- The Washington Times - Sunday, January 15, 2006

Closing the digital divide

When Dr. Martin Luther King Jr. and others founded the Southern Christian Leadership Conference in 1957, there was no question as to the vast divide that separated white and black Americans in all aspects of life from public accommodations, transportation, education and equity in the criminal justice systems. Although we have made tremendous strides during the past half-century, there are new frontiers that demand the attention of civil rights organizations in order to maintain our relevancy.

One of those areas is the growing digital divide in our country. A recent study by the Leadership Conference on Civil Rights found that the digital divide continues to expand in America finding that blacks and Latinos are much less likely than Whites to have access to home computers and Internet access.

These findings come at a time when our Congress and Senate are debating two critical pieces of legislation (H.R. 3146 and S. 1349) which cable companies claim would permit telephone companies to avoid essential anti-discrimination provisions. The cable companies claim the legislation would allow telephone companies to target more affluent communities for broadband service while ignoring poor and rural communities and failing to offer them the latest advanced digital services. SCLC has reviewed the proposed legislation, and in our opinion these claims are baseless and the tactics that are being used by the cable company run afoul of common decency.

The cable companies would have Americans believe that companies such as Verizon are attempting to pass new Jim Crow legislation that would block poor and underserved communities from traveling on the information highway, and we find such comparisons offensive. This unfair playing of the race card is not only unwarranted, but is the type of dirty politics that is destroying the moral fiber of America.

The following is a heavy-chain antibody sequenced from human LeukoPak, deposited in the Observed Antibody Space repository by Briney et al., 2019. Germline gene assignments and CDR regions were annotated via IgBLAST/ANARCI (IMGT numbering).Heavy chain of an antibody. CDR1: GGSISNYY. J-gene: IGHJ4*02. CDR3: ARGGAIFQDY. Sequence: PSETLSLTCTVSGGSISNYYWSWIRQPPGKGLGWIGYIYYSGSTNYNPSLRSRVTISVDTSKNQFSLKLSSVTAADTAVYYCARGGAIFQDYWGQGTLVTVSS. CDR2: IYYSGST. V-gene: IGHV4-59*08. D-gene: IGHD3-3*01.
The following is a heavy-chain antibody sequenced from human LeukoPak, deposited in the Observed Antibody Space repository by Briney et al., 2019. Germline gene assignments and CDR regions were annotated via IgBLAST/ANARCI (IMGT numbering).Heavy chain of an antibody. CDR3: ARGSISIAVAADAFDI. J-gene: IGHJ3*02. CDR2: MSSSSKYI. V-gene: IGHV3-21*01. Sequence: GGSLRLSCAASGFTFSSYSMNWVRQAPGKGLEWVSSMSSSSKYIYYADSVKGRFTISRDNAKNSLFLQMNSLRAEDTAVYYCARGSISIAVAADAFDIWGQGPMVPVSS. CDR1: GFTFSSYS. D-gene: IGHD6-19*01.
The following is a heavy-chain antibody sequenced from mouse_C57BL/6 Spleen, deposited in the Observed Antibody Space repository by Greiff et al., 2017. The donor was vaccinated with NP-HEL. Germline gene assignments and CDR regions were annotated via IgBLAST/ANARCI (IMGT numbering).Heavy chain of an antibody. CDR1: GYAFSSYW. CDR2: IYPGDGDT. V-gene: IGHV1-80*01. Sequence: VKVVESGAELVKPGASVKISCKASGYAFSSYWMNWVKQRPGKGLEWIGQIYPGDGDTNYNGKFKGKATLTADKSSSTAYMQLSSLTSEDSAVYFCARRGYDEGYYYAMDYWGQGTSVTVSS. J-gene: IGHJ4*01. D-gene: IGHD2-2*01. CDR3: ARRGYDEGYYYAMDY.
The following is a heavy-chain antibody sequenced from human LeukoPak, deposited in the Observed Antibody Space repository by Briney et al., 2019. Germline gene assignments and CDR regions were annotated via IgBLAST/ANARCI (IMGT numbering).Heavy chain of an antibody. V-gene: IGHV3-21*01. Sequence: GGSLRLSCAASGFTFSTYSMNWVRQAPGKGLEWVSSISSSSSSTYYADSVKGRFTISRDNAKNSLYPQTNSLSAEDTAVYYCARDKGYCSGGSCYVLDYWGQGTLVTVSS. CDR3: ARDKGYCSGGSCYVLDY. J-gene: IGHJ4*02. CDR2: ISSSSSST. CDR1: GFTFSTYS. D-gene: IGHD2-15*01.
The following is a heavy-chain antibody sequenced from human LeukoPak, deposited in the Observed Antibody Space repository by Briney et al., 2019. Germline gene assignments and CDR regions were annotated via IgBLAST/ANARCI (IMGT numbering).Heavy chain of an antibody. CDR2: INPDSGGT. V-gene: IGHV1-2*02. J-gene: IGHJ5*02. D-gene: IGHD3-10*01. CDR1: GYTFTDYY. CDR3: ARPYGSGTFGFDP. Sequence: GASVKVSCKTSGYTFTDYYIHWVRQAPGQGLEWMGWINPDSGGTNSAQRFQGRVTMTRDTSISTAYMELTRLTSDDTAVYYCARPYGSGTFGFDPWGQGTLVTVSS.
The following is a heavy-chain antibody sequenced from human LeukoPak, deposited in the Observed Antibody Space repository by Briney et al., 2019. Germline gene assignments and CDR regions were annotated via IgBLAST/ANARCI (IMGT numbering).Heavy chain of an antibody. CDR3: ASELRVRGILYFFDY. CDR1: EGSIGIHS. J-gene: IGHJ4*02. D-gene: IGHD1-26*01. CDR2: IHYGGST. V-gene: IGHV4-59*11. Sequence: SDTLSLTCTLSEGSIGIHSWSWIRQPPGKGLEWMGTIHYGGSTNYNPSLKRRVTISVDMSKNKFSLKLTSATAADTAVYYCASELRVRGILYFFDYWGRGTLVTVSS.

The fact of the matter is that these tactics are not about protecting consumers against discrimination, but rather protecting the bottom line profits of the cable industry. According to a September 2005 Wall Street Journal article, cable bills have been rising much faster than the inflation rate. However, consumers have seen price wars emerge in communities where Verizon has begun offering high-speed Internet; so increased competition in the TV industry will undoubtedly result in lower prices for consumers.

A review of the proposed legislation clearly states that “A competitive video service provider shall not deny services to any group of potential residential subscribers because of the income of the residents of the local area in which such group resides.” In other words, the legislation has a clear anti-redlining provision that strengthens the Communications Act of 1934. However, the bill should be amended to include adequate enforcement against video providers who violate the anti-redlining provisions to ensure the protection of poor and underserved communities.

The passage of such an amended Video Choice Act of 2005 would result in legislation that promotes competition among broadband providers, provides lower prices and better service for consumers, and protects consumers against discriminatory practices.


President and CEO

Southern Christian Leadership



A mockery of Vermont’s courts

The silence emanating from former Vermont prosecutor, Sen. Patrick Leahy, is deafening (“A 60-day travesty” Editorial, Saturday). Mr. Leahy told Sen. Arlen Spector that he was returning to Vermont with a pile of Judge Samuel Alito’s decisions to ponder, without satisfactorily explaining why he reneged on his promise to the Judicial Committee Chairman for an early vote on Judge Alito.

It might be well were Mr. Leahy to also spend some time pondering getting rid of Judge Edward Cashman, who has made mockery of Vermont’s judicial system in sentencing a confessed child rapist to just 60 days in jail


Pebble Beach, Calif.